Winning is the objective in most of life’s competitions – or all of life's competition if your name is Wayne Woodrow Hayes. But whether you win or lose, lessons are learned.
For nearly 35 minutes Wednesday night, it looked like the Ohio State men’s basketball team was going to come away with invaluable experience in a win that no one foresaw. But they were ultimately the 97th consecutive non-conference victim at Cameron Indoor Stadium.
Those that came before them left Duke knowing a little bit more about themselves, and the same held true for Ohio State. Duke was the second-ranked team n the country and had already defeated two top five teams prior to Wednesday’s game. That alone, combined with the Buckeyes’ uninspiring early-season play, led many to believe Ohio State could get a taste of what the Blue Devils dealt with last November in Value City Arena.
On that night, Ohio State played its finest 40 minutes in years, dispatching the Blue Devils with ease, 85-63. Following the game, Duke head coach Mike Krzyzewski famously said his butt was sore.
But the Buckeyes failed to get the memo that they were nothing more than chum in the open ocean. The Blue Devils’ bite was inauspicious, as Ohio State led by as many as 10 in the first half.
An inevitable flurry of made baskets came in the second half for Duke, but even then Ohio State battled back, never allowing the Blue Devils to take the lead. Finally, though, the youthful Buckeyes couldn’t push back any more. Duke won, 73-68, but Ohio State showed that in the Big Ten, home to six ranked teams, it will be one of the landscape developers.
As the clock inched toward midnight in Durham, however, any dose of a moral victory was nonexistent in the Ohio State locker room.
“Anytime you lose, you’re going to be frustrated,” point guard Aaron Craft said. “I didn’t play the greatest. We have another game Saturday (versus Northern Kentucky). We have to find a way to get better and come back from this. We have to learn from this.”
At the top of the Buckeyes’ to-do list will be finding another consistent scorer. After Duke grabbed the lead with just under six minutes remaining, Ohio State had few answers on offense. The Buckeyes only made four of its final 12 shots from the field.
Deshaun Thomas, one of the top scorers in the nation, was blanketed much of the night. He never scored in the closing eight minutes, well before Duke even grabbed the lead. The Blue Devils were fully aware that there was no Jared Sullinger or William Buford on this season’s Ohio State team.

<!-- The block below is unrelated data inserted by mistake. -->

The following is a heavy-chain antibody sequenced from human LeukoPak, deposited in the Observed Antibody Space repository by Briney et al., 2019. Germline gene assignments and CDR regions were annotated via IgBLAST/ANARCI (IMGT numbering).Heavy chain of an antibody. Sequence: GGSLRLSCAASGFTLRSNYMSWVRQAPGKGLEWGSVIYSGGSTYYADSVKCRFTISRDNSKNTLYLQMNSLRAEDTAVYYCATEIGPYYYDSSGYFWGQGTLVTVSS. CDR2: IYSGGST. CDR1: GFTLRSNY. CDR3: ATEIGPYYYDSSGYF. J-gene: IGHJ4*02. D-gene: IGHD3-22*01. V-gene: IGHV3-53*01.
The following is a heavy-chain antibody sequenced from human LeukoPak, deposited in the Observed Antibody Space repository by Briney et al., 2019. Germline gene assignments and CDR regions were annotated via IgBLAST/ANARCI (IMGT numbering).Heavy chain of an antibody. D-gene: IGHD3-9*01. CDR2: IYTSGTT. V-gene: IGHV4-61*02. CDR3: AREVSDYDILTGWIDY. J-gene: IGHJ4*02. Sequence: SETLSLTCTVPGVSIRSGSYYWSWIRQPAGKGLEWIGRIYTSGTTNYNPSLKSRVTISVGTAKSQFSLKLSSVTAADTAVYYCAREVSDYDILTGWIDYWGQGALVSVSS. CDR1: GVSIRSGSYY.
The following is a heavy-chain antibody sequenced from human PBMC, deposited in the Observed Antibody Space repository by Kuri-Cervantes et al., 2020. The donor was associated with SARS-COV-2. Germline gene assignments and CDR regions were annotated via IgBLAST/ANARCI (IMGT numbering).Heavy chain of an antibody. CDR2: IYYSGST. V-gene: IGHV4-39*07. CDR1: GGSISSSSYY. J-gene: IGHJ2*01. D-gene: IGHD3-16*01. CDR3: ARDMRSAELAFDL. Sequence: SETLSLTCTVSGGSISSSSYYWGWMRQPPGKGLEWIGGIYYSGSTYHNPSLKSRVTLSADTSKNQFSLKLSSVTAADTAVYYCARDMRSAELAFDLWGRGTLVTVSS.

“In the second half, they weren’t leaving Deshaun,” said Matta, about Duke’s defensive strategy.
Second, third and sometimes fourth options have been available to the Buckeyes in recent seasons when points were needed. But that luxury does not exist on the current team, at least no yet.
Through the first four games, Craft and fellow guard Lenzelle Smith Jr. were Ohio State’s secondary scoring threats. Each was averaging in double figures. On Wednesday, though, they finished a combined 7 of 27 from the field. Craft alone was 3 of 15.
“Aaron had some great looks at the basket,” Matta said. “They just didn’t go down for him.”
Said Craft: “I just missed shots, plain and simple. The majority of my shots were wide open, and I missed them.”
He didn’t just struggle creating offense for himself. Craft’s final assist-to-turnover tally was an abysmal one-to-three. Craft only had three total turnovers in the Buckeyes’ first four games. On the defensive end, it can be noted that Craft limited Duke point guard Quinn Cook to a 3 of 10 shooting night, though Cook did dish out eight assists.
Ohio State’s bench provided 18 points, a number that sounds good, but consider that it happened over 58 minutes. Six-foot-11 center Amir Williams didn’t make a single field goal in 27 minutes and backup point guard Shannon Scott finished just 1 of 8 from the field in 20 minutes.
“You can’t be upset with them,” Craft said. “It was their first time in a situation like this.”
The bench did deliver in the first half, however. Thomas missed the final 10 minutes because of foul trouble, the same factor in Craft missing the final five minutes. Ohio State held seven-point advantages when each exited, and the lead grew to eight by halftime.
“They did a great job in the first half holding it down for us,” Craft said. “That’s all you can really ask for.”
Evan Ravenel, Ohio State’s starter in the post, was a perfect 4 of 4 shooting, but he got lost several times in transition defense. He also only had two rebounds compared to Williams’ 10. But even as a tandem, Ravenel and Williams still aren’t at near the production level the Buckeyes need.
But it was the Buckeyes’ leader and floor general who took the brunt of the loss. Craft didn’t play well, but even if he had the postgame reaction would have been similar. This has been Craft’s team for the better part of three years, and he takes that role seriously.
“You have to be disappointed, especially with the way I played in that situation,” Craft said. “I’m one of the guys this team looks up to, and I don’t think I lived up to that tonight.”
Craft said he holds on to losses – maybe more than he should. But each one is cataloged into his brain, labeled alone in separate categories. One look at Craft on the day after last season’s Final Four loss to Kansas told the story. The look on his face spoke of grief.
“Every game I’ve lost in college, those are in the back of your mind,” Craft said.
Saturday’s game will be the first for Craft and the Buckeyes in a recovery process that spans 12 games, one for each loss that Ohio State has incurred during Craft’s time in Columbus.